Something moving in the shadows…

I have been spending quite some time the last months working on a port of the Sylphis3d game engine to the iPhone. I am now to a point that the thing works really nicely. I will not get into details about the changes that I did to the engine for the purpose (I will keep that for an other post), but I want to get the word out that it is final: WE ARE MAKING A GAME 😀

I don’t think I can stress out how excited I am about this. After too much struggling we finaly have an original consept, a good game design, and the team to make it true! The game is based on a wild idea I had some time ago, based on which we created a beautiful game concept. With the help of the artistic nature of Vangelis Bobolas and the soundscapes of the out-of-this-world music composer Thanasis Lightbridge, we are on the right track!

I can’t uncover much at the moment, but I believe we have something totally original and fun cooking in the oven 😉

Getting Started Again… True Megatexture

Greetings everybody!

It been a long time since this blog was updated, I know! Well I was kind of busy lately. Looking for a job, finding a job, then doing the job and finally trying to get some free time for summer vacation and free time projects. You know that getting a new job always makes things a bit harder until you get comfortable. The good thing is that now work has stabilized and I finally start to have some free time.

I’m not going to write a lot here at this time. I just wanted to let you know that I’m well and good. I’m also planing to start working on Sylphis3D again in a more committed and persistent manner.

Regarding Sylphis3D I would also like to inform you that I’m working on something big! You probably know my opinion on megatexture on terrain. Well I managed to think of an algorithm to apply megatextures on any kind of geometry. Yes you heard correct! The new Sylphis3D will have totally virtual texturing.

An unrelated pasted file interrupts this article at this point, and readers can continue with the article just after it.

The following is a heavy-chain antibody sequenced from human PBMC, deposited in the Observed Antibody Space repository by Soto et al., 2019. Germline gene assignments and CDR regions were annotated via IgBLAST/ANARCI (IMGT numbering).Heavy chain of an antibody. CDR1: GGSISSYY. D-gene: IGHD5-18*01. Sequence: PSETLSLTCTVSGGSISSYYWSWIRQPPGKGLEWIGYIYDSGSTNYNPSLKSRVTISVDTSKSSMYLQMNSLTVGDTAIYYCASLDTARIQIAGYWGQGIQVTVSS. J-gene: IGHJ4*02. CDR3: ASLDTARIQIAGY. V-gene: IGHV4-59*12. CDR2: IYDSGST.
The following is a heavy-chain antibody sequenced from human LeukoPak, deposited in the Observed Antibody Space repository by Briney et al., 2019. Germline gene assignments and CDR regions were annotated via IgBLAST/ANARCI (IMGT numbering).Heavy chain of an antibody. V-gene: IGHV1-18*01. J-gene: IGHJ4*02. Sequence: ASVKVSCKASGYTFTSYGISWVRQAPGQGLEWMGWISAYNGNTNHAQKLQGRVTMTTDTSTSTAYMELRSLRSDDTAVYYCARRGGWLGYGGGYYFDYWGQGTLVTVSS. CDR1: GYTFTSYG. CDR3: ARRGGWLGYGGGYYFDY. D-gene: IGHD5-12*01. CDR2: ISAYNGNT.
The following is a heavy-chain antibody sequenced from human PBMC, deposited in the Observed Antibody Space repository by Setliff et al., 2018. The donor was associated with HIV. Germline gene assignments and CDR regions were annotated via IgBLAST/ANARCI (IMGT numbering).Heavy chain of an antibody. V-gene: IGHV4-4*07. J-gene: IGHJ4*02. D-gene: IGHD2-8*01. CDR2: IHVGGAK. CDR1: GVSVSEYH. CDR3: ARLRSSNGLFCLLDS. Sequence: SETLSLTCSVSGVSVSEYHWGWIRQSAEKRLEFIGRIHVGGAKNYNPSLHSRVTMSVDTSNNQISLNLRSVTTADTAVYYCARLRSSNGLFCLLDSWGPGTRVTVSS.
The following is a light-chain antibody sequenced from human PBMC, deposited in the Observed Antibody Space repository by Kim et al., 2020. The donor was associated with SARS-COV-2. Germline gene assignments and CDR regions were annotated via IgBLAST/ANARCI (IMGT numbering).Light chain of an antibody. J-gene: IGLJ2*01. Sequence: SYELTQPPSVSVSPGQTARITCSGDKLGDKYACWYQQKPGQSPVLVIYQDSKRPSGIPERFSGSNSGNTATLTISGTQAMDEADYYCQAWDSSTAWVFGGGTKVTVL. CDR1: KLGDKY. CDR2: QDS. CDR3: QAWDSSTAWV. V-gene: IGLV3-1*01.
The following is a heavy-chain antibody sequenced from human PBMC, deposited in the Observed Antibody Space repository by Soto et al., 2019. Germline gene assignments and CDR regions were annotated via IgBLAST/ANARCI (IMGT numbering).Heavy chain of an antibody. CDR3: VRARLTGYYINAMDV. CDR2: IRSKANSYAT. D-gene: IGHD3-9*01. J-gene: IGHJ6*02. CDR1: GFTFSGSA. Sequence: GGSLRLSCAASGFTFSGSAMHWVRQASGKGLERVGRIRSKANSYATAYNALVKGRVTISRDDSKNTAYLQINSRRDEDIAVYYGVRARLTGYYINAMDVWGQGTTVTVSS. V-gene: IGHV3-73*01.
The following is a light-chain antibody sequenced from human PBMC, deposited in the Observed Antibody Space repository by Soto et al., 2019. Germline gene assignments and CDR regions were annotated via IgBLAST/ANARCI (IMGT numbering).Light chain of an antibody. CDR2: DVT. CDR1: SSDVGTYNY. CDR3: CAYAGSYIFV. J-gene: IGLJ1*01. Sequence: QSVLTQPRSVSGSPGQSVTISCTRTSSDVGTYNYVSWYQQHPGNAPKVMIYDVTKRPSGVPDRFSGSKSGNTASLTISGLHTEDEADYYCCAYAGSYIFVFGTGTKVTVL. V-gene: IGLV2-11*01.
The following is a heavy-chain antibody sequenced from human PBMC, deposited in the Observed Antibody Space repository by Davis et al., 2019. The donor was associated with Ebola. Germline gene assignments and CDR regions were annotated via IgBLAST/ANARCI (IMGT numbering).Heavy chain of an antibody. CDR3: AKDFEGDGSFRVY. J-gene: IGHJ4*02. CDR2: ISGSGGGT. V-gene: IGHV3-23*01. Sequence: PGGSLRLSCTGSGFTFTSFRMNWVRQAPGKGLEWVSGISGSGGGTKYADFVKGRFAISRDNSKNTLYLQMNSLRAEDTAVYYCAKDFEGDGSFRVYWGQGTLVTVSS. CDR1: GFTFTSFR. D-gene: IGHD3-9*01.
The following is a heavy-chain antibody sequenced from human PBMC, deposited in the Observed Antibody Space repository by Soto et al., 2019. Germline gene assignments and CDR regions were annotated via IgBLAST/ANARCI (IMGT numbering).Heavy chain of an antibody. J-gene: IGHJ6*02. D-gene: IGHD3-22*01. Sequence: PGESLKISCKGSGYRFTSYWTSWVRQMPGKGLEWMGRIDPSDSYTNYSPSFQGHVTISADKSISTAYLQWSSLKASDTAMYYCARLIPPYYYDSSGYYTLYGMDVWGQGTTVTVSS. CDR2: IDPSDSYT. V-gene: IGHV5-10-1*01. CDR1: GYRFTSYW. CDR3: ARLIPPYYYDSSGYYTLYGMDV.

You will be able to apply any size texture on any kind of mesh with no impact on performance! Would you like to apply a 4096×4096 texture on that talisman the player wears just in case someone gets so close to see it? It ok! It doesn’t hurt! Go ahead! It’s up to you! At the moment I am at implementation stage and things seem that will work out just fine! Stay tuned…

24 hours and 3GB later…

Its been almost 24 hours since the release of Sylphis3D and the sourceforge shows that 3GBytes were downloaded already about 10 e-mails expressing unbounded appreciation and some very nice comments. People are already jumping in to help with the website, doing changes and cleaning up the mess!

I would like to thank every one of you for your good wishes and I hope the best for you, too.

Tomorrow the Release

The time has come… tomorrow is the release day of Sylphis3D as an open source project. I’m very excited for this new begining! This is going to be my biggest contribution to the open source community until now.

The source that is going to be released counts ~45000 lines of code in C++ and Python counted with SLOCCount and the development cost was evaluated at $1.500.000 !!!

Oh.. well…. 🙂

sylphis3d, release, open source, GPL, 3d, engine, opengl

Open Sourcing Progress Update

As an update, I inform you that I’m pasting the license on the source files and getting the release ready. I’m going to publish on the sourceforge site where the Sylphis Generalized Triangle optimizer is published at the CVS. The engine is going to be hosted using SVN. Maybe there will be downloadable versions too, but I’m not sure yet. So get your SVN clients ready…

… until then happy Easter people!!

Opensource License

The last days I’m spending most of my time considering open source licenses and what would be the appropriate license for Sylphis3D. I must say that it is a very brain-melting procedure. I can see now why I could never became a lawyer!

I initially started considering two licenses, the GPL and the BSD. These are both approved open source licenses by the FSF. GPL is the defacto open source license today and has proven its value. Most of open source software today is released under the GPL, including Linux. The license was proven to be able to protect and empower the freedom of the software, by forcing code to be contributed back to the original GPLed software. The BSD on the other side is a more liberal license. Requires for the adopters of the code to make no more than to mention the code that was used. They are not required to release their code back. This is looked upon by some open source people because it allows closed source projects to benefit from open source, without ever contributing back. The classic example here is the Windows operating system that used the networking stack of the freeBSD operating system; no code was ever contributed back by Microsoft.

The problem with GPL is that it is not an easy solution when it comes to 3D game engines. A GPLed engine Continue reading